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GP Week : Issue 198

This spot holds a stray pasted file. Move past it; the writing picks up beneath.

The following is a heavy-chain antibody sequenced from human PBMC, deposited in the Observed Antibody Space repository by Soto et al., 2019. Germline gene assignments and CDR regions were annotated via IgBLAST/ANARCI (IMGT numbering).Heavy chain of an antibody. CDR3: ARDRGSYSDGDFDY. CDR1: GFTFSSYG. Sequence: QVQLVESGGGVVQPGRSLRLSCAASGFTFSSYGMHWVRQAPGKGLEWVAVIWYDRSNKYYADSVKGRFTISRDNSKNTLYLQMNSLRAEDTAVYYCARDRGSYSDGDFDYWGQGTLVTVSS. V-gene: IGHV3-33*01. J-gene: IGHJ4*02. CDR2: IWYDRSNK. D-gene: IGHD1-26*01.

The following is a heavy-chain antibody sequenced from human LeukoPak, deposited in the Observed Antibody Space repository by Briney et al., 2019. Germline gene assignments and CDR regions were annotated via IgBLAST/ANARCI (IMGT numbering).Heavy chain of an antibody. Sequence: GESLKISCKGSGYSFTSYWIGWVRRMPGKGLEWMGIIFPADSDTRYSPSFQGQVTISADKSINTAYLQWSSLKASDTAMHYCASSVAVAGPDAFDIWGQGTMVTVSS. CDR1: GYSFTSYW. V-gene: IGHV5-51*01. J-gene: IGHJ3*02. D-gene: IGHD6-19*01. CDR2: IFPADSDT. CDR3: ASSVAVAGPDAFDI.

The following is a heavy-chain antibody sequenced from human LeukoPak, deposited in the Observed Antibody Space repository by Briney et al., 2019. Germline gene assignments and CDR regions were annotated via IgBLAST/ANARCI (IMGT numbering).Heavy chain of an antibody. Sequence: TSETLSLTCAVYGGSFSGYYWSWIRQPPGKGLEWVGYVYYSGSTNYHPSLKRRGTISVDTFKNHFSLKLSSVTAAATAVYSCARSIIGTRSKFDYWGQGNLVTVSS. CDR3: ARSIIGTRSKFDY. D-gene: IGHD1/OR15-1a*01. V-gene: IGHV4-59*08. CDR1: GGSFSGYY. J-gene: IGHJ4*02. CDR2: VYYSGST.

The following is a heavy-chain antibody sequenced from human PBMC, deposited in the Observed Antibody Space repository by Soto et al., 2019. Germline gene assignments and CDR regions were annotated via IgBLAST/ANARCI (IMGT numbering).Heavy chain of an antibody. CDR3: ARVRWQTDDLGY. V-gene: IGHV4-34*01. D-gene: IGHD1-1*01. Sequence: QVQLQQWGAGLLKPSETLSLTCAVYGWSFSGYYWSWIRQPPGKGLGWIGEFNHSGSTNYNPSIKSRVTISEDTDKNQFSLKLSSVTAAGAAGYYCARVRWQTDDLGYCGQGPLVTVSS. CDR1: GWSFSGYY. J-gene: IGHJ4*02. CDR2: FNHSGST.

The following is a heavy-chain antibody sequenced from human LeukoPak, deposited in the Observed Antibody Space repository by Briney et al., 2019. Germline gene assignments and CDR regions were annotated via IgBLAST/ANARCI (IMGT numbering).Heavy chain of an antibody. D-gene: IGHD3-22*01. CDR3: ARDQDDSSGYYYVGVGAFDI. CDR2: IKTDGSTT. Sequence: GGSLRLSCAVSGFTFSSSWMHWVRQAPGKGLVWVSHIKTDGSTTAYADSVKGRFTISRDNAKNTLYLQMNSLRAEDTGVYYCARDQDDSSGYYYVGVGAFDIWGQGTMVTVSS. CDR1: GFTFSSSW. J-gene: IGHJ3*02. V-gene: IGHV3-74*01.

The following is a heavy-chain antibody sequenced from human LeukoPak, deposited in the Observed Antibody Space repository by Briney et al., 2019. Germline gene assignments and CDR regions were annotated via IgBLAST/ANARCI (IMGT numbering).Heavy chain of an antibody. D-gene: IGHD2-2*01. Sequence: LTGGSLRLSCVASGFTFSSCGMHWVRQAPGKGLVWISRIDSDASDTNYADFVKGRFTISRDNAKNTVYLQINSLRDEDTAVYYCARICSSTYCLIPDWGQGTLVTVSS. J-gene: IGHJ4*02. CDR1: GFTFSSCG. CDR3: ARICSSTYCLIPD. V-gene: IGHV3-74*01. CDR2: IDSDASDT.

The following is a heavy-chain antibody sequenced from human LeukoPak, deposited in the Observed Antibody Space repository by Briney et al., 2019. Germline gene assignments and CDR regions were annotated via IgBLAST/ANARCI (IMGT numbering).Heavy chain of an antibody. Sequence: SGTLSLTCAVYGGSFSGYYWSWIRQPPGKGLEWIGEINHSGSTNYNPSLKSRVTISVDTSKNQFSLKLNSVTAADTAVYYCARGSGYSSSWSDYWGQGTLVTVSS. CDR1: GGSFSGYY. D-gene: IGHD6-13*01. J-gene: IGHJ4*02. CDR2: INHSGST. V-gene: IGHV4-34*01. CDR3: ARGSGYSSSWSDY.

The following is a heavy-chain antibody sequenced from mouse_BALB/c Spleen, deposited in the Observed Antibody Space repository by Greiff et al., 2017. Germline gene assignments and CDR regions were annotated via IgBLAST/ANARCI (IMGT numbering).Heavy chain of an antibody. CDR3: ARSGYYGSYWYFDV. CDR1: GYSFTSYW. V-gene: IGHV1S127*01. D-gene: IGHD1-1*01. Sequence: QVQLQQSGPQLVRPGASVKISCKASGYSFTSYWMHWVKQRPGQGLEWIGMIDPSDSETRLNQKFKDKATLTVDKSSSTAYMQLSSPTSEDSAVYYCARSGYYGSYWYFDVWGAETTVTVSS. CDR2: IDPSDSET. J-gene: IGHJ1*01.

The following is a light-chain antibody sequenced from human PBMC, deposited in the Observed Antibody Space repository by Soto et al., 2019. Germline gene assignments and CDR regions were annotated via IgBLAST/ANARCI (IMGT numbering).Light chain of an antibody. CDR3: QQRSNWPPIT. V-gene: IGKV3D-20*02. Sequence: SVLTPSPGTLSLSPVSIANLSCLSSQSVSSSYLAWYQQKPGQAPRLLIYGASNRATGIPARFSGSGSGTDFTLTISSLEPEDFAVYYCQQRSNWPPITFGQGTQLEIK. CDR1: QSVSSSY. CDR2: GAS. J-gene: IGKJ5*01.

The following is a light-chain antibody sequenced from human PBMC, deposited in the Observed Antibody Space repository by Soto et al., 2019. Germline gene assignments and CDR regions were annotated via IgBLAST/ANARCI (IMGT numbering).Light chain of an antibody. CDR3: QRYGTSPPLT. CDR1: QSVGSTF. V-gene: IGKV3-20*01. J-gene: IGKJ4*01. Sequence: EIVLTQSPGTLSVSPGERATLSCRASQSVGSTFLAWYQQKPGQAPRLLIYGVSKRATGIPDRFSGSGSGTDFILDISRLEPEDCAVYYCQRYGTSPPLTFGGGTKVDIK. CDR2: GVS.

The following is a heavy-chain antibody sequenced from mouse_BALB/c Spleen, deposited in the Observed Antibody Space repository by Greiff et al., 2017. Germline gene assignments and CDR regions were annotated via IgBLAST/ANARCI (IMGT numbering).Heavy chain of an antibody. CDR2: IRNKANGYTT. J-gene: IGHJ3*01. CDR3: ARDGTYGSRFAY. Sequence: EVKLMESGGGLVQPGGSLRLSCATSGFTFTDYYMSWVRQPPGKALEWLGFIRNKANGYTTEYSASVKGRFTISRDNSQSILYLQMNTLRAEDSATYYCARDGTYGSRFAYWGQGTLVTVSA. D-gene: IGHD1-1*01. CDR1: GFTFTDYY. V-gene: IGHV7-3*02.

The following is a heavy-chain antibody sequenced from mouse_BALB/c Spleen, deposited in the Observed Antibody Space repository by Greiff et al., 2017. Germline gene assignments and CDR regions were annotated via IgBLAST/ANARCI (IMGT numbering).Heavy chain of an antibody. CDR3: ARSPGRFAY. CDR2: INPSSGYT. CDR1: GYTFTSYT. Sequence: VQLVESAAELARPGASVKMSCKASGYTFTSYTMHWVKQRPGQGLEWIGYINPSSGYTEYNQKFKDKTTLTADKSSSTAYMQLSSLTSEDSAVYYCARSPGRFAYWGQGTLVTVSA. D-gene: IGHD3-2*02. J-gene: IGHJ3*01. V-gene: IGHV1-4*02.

+1000 pages 624 pages Don’t stay out of the Business ! The only reference books that keep you updated with motor racing Motorsports Formula One Each new edition 100% researched & updated ! In depth information on the major players of the 2014 field. Teams, drivers, engine manufacturers, cars, key people, sponsors & suppliers, media, marketing & PR, organisers, circuits, officials, etc. Companies and key people with positions, contact details, emails, addresses, websites, logo, color portrait pictures and a lot more. Tel: +44 (0) 20 71930 686 - Email: firstname.lastname@example.org Order now on our secure website - www.whoworksin.com There are no hills around the sepang Grand Prix circuit, but if there were, they would have been alive with the sound, not of Formula 1 Power units, but continued complaints at how they sound. The controversy that started in Australia continued in Malaysia, with no less than Sebastian Vettel describing the sound of the new units as “shit” . In response to the World Champion and some negative comments from other drivers, Jenson Button then struck back, suggesting that drivers might “Go and race somewhere else if you’re not happy here” . But there was a note of concession from one of the strongest critics of the new generation of cars. Bernie Ecclestone was present in Malaysia and got to heard the sound of the new cars live for the first time, having skipped the Melbourne race and all of the pre-season tests. “It sounds terrible on the TV,” Ecclestone told Britain’s Sky Sports during Friday Practice. “Mr Ong [Ong Beng Seng, a leading figure in Singapore’s race] was complaining about the noise. “We were just saying, I think it’s a little louder than we thought. If we could get it up a little bit more than this, then it would be alright.” The latest round of conversations about the sounds of the new cars came with its own quota of conspiracy theories. One suggested that in Melbourne, trackside microphones that transmit the sound of the cars were set up to deliberately to quieten the sound, so to prompt negative comments about from the TV audience, in line with Ecclestone’s long-stated dislike for the replacements for the previous normally aspirated (and cheaper) 2.4-litre V8s. The other suggested that with the specialist media largely defending the sound of the cars and stating they sound better at the track than theydoonTV,itwasallaployto have them (the press) in effect promoting ticket sales for F1 events that otherwise do not sell out... F1 >>> nEWs 2014: A FINE yEAR FOR whINE 10 GPWEEK.com // 10 GPWEEK.com // PARTNERS: